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The number of reported accidents involving dangerous microbes grew rapidly from just sixteen in 2004 to 128 in 2008, and 269 in 2010, the last year reported.
Experts note that currently there is no single federal agency responsible for assessing overall laboratory needs — instead, departments and agencies only assess the needs for labs relative to their respective missions.
According to HomeLand Security News Wire the recent accounts of mishaps at federal laboratories involving anthrax, bird flu, and smallpox have led many to question the government’s handling of dangerous pathogens.
The number of incidents which have occurred over the past few years at academic, commercial, and government labs which operate without clear standards or oversight continues to increase.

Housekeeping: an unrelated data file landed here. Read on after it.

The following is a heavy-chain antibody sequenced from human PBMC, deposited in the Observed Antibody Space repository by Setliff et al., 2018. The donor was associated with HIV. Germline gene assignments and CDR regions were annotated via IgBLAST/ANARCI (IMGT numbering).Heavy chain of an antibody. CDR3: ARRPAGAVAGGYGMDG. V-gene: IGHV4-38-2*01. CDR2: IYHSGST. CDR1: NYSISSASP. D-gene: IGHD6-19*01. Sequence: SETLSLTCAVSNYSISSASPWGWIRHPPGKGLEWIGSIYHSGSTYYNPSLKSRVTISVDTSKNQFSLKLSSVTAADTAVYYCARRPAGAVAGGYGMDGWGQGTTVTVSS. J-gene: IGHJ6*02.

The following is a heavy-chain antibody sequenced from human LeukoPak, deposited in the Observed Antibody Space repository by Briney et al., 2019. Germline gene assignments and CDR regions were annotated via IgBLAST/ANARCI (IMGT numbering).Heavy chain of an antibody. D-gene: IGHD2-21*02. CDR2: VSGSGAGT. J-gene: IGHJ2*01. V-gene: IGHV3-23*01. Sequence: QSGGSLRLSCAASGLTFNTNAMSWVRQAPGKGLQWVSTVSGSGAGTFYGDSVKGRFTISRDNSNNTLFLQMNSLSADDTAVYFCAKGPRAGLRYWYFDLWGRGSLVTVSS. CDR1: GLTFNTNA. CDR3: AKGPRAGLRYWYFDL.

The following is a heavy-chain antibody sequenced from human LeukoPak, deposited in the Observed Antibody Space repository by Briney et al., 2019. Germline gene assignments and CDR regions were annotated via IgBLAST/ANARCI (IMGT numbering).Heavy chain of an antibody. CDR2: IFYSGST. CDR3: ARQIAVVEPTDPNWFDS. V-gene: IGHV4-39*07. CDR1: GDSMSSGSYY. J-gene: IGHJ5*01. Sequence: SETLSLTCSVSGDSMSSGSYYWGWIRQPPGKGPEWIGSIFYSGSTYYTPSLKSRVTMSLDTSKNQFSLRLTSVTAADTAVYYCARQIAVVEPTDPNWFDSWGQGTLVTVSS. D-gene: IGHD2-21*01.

The 2001 anthrax scare generated an increase in “high-level containment” labs designed to work with dangerous microbes.
In 2013 the Government Accountability Office (GAO) reported that no single federal agency was responsible for assessing overall laboratory needs — instead, departments and agencies only assessed the needs for labs relative to their respective missions.
“We therefore determined that a national strategy for oversight, including periodic assessments of the nation’s need for these laboratories, was called for,” the reported stated.
The GAO warned Congress last week, as it did in its 2013 report, that approving more high-level containment labs will increase the risk of laboratory accidents, accidents which could pose risks to human, animal, and plant life, especially in a field in which oversight is “fragmented and largely self-policing.”